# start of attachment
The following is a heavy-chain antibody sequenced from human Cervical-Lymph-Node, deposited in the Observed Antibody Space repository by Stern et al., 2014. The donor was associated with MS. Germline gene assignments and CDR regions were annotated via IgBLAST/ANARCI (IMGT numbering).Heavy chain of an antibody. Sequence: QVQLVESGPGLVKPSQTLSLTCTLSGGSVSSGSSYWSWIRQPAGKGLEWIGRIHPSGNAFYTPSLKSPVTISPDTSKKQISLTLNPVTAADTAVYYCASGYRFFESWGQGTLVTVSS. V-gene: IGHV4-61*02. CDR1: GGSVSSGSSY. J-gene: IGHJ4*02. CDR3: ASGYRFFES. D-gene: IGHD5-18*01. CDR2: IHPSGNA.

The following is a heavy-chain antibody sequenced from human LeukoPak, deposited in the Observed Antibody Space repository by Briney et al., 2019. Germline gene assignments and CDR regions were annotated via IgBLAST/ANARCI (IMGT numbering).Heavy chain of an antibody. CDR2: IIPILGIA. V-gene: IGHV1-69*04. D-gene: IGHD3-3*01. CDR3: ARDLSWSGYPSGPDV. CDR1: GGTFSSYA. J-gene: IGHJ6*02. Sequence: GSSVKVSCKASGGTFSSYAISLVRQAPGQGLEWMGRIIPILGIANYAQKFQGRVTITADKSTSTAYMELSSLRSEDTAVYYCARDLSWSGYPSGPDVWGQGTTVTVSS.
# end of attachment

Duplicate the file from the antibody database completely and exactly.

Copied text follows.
The following is a heavy-chain antibody sequenced from human Cervical-Lymph-Node, deposited in the Observed Antibody Space repository by Stern et al., 2014. The donor was associated with MS. Germline gene assignments and CDR regions were annotated via IgBLAST/ANARCI (IMGT numbering).Heavy chain of an antibody. Sequence: QVQLVESGPGLVKPSQTLSLTCTLSGGSVSSGSSYWSWIRQPAGKGLEWIGRIHPSGNAFYTPSLKSPVTISPDTSKKQISLTLNPVTAADTAVYYCASGYRFFESWGQGTLVTVSS. V-gene: IGHV4-61*02. CDR1: GGSVSSGSSY. J-gene: IGHJ4*02. CDR3: ASGYRFFES. D-gene: IGHD5-18*01. CDR2: IHPSGNA.

The following is a heavy-chain antibody sequenced from human LeukoPak, deposited in the Observed Antibody Space repository by Briney et al., 2019. Germline gene assignments and CDR regions were annotated via IgBLAST/ANARCI (IMGT numbering).Heavy chain of an antibody. CDR2: IIPILGIA. V-gene: IGHV1-69*04. D-gene: IGHD3-3*01. CDR3: ARDLSWSGYPSGPDV. CDR1: GGTFSSYA. J-gene: IGHJ6*02. Sequence: GSSVKVSCKASGGTFSSYAISLVRQAPGQGLEWMGRIIPILGIANYAQKFQGRVTITADKSTSTAYMELSSLRSEDTAVYYCARDLSWSGYPSGPDVWGQGTTVTVSS.